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Friday, December 11, 2009
'Red Lancers' coming home - After high-tempo deployment, VP-10 relocates
By Lt. j.g. Sean Kearney, VP-10 Public Affairs Officer
Following their six-month deployment to Al Udeid Air Base in Qatar and a detachment to Camp Lemonier, Djibouti, Africa, the 'Red Lancers' of VP-10 will soon finalize their homeport change from NAS Brunswick, Maine to NAS Jacksonville.
Safely conducting over 650 mishap-free flights amounting to more than 4,000 flight hours, the Red Lancers proved to be expert operators as they utilized the full spectrum of P-3 warfare capabilities.
During its split-site deployment, the squadron conducted missions in support of Operation Iraqi Freedom (OIF), Operation Enduring Freedom (OEF), maritime security operations and anti-piracy missions to protect American's maritime interests in the Arabian Gulf, Gulf of Oman, the Arabian Sea, Gulf of Aden and the Indian Ocean. The Red Lancers conducted multiple joint military operations and exercises, established course rules for coalition flight safety, combated piracy, and built diplomatic bridges to foster international relations.
Red Lancers in U.S. 5th Fleet (CENTCOM)
Upon arrival at the 5th Fleet Area of Responsibility (AOR), the squadron began operating in direct support of multiple task forces to help counter the insurgency and improvised explosive device (IED) operations in Iraq. VP-10 also supported maritime security operations involved with OEF - including one combat aircrew that aided in the seizure and destruction of more than 10 tons of illegal narcotics. The crew provided timely and detailed intelligence to international naval forces, which allowed them to apprehend a dhow (an Arab boat) transporting nearly $70 million worth of narcotics.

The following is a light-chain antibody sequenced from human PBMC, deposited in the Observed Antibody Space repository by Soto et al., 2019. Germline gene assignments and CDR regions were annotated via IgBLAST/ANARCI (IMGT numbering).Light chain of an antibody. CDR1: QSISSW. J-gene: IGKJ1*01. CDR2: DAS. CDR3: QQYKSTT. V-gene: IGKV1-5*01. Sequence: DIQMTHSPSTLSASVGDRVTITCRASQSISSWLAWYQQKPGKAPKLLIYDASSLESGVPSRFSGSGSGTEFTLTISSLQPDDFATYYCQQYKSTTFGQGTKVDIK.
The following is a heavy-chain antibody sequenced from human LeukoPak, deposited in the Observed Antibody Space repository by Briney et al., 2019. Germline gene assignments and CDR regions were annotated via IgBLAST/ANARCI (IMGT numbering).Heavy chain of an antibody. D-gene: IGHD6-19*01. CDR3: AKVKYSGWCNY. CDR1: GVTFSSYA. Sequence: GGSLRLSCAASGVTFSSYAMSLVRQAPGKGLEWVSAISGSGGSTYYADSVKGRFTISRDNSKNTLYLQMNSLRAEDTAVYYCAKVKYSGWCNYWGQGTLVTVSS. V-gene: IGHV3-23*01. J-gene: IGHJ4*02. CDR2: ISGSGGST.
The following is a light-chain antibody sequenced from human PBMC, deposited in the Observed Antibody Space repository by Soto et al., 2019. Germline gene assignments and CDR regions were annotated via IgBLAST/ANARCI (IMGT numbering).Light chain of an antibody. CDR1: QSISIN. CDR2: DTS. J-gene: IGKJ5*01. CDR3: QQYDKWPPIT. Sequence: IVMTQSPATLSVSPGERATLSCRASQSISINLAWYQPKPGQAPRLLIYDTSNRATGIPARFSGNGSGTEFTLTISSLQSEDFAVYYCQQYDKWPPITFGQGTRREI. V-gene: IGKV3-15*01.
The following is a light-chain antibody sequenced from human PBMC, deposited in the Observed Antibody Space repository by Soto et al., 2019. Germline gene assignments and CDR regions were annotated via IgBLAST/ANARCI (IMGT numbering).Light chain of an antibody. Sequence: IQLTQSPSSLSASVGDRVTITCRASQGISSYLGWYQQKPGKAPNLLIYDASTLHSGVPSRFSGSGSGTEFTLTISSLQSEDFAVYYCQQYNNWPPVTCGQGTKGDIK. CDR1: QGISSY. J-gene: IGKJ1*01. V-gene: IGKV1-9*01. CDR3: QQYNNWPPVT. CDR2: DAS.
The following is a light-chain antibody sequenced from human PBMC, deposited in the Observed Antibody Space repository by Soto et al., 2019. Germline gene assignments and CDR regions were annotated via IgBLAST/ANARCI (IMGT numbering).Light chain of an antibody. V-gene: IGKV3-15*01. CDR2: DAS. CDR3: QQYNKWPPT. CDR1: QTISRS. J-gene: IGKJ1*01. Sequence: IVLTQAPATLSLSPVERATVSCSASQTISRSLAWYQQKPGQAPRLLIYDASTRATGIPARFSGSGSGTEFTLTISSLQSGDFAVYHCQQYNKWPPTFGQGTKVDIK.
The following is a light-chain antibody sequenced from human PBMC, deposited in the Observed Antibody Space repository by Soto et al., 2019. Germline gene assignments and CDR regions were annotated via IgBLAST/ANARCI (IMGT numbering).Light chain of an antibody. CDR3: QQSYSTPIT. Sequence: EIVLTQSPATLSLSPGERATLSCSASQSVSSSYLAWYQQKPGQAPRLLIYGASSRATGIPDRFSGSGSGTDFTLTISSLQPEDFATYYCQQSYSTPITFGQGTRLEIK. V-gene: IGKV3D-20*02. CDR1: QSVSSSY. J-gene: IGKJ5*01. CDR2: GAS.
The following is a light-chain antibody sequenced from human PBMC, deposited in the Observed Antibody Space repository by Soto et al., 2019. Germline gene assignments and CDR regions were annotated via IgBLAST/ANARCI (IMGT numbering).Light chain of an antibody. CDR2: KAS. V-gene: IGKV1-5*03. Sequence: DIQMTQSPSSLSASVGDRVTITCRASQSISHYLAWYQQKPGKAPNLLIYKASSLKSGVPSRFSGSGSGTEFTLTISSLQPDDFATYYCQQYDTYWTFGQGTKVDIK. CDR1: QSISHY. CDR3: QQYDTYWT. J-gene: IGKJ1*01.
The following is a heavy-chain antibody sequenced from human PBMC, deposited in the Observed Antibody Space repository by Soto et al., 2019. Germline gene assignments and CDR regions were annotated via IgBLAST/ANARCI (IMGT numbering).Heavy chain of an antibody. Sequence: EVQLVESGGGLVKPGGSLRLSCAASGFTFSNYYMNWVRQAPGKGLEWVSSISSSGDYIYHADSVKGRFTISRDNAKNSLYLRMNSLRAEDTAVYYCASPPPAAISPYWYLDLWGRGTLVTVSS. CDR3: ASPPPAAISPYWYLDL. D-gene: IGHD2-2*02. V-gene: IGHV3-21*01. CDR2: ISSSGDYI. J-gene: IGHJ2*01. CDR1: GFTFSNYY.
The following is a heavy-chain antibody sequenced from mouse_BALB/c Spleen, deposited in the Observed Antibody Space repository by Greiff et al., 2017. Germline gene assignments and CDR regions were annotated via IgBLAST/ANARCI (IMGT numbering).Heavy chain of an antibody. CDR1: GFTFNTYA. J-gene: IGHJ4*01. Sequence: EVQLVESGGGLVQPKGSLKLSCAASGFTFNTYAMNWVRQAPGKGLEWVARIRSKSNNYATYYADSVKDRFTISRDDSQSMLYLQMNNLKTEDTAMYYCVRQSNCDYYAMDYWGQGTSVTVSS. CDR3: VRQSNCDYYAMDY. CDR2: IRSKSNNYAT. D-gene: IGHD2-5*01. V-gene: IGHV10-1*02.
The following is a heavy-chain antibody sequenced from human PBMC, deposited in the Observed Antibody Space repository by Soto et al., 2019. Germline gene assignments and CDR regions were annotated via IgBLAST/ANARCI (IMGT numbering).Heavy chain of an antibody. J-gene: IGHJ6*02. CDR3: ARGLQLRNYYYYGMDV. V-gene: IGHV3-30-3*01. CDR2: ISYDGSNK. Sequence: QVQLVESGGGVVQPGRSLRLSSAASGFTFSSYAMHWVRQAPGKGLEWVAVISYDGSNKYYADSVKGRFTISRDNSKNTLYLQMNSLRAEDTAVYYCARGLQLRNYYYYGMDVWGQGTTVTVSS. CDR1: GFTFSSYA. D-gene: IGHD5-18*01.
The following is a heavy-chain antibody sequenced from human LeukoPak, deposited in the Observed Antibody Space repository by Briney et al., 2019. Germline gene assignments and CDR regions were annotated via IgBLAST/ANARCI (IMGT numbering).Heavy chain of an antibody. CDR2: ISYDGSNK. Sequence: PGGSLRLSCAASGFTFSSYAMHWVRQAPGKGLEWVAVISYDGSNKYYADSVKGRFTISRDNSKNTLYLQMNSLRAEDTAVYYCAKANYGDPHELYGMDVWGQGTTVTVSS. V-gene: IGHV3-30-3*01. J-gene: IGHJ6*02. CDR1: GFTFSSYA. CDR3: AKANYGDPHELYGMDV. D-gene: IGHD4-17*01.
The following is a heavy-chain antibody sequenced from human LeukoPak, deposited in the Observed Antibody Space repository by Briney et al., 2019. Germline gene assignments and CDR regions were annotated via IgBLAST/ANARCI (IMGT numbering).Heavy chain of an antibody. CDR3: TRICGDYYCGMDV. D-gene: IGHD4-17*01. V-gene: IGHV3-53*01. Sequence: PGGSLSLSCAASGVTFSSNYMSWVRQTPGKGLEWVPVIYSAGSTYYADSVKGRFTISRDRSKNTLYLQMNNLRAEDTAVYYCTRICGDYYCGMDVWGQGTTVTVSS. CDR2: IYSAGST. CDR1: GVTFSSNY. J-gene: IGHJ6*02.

The Red Lancers also flew multiple sorties in direct support of USS Ronald Reagan (CVN 76) and USS Nimitz (CVN 68) Strike Groups, and USS Bataan (LHD 5) Expeditionary Strike Group.
Unit exercises such as Shamal 0901, 0902 and 1001 allowed VP-10 to display its capabilities as a maritime patrol and airborne intelligence asset supporting maritime security operations in the 5th Fleet AOR.
Though equipped to perform a variety of missions, the P-3C aircraft flown by the squadron is primarily an anti-submarine warfare (ASW) platform. Participating in multiple coordinated ASW training exercises allowed them to maintain previously unseen levels of proficiencies and qualifications while on a "desert" deployment. A tactical ASW exercise was held with the Nimitz strike group to measure the squadron's and strike group's joint capabilities, skill levels and preparedness.
While deployed to Al Udeid Air Base, the Red Lancers forged relationships with the U.S. Air Force, which operates the base. VP-10 worked with Air Force personnel to coordinate the Red Lancers Maintenance Department relocation from permanent facilities into expeditionary facilities.
Spearheaded by VP-10, the new maintenance facilities were constructed mainly by members of the squadron during off-duty hours.